Four hundred fifty-four death certificates showing measles as the cause of death were analyzed. These represented 35.4% of the recorded deaths due to measles from 1964 through 1971. Respiratory or neurologic complications of measles or both were noted as the primary cause of death on nearly 90% of the certificates reviewed. In younger children, death was most frequently attributed to respiratory problems, while encephalitis and other neurologic sequelae of measles accounted for a larger percentage of deaths in the 10- to 14-year-olds.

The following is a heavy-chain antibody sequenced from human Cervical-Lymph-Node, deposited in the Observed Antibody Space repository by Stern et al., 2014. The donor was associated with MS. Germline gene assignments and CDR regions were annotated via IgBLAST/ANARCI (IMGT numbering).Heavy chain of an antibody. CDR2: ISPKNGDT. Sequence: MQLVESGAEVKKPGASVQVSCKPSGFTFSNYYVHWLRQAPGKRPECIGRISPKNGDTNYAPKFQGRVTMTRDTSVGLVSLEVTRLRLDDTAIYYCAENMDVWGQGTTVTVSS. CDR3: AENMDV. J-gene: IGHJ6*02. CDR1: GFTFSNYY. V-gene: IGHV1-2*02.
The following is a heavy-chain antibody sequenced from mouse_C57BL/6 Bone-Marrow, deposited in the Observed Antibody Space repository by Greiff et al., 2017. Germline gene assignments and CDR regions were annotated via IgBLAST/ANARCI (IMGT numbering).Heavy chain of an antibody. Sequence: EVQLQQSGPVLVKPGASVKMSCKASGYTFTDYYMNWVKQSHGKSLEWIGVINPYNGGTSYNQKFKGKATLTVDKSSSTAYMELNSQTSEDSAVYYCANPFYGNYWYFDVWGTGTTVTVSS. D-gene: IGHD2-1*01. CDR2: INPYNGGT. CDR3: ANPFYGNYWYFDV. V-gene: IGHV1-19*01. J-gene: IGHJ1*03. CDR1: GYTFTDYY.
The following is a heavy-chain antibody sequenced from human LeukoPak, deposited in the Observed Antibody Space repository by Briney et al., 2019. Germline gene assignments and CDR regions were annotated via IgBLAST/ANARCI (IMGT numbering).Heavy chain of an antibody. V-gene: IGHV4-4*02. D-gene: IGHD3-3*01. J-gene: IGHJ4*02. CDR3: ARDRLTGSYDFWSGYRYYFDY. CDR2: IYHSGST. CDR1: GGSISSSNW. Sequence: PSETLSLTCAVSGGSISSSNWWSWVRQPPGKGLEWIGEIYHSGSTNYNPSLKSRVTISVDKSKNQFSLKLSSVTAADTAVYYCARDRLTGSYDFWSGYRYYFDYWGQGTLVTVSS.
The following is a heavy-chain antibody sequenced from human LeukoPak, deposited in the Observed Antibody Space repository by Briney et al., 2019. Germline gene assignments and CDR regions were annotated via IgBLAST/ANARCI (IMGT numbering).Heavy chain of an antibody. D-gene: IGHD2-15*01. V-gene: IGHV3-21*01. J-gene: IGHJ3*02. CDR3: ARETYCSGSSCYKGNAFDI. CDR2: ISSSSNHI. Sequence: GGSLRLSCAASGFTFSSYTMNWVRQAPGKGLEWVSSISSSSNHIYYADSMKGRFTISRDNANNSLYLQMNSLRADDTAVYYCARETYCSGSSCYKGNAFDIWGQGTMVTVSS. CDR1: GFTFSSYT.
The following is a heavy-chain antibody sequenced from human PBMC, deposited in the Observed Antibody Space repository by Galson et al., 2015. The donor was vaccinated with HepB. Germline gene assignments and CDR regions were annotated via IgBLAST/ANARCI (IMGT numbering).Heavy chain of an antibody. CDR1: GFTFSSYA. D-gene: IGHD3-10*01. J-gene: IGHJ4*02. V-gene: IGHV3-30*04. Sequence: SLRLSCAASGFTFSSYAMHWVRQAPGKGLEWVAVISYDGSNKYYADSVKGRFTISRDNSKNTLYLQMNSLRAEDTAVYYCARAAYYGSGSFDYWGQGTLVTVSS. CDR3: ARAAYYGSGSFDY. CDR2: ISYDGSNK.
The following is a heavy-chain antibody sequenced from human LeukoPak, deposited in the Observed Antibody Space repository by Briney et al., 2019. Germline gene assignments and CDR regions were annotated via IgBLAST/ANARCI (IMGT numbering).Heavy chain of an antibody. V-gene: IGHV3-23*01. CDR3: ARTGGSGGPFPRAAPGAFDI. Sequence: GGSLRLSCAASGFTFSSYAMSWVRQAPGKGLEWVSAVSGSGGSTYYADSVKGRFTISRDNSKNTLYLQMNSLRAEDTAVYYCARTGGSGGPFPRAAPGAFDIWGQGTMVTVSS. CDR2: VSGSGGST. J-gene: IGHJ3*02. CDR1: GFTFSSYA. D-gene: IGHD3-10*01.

Nearly 17% of the persons who died had some underlying disease at the time of death, the percentage increasing with age. The majority of this group were physically or mentally retarded, or both.
Barkin RM. Measles Mortality: Analysis of the Primary Cause of Death. Am J Dis Child. 1975;129(3):307–309. doi:10.1001/archpedi.1975.02120400019004
Customize your JAMA Network experience by selecting one or more topics from the list below.
Create a personal account or sign in to: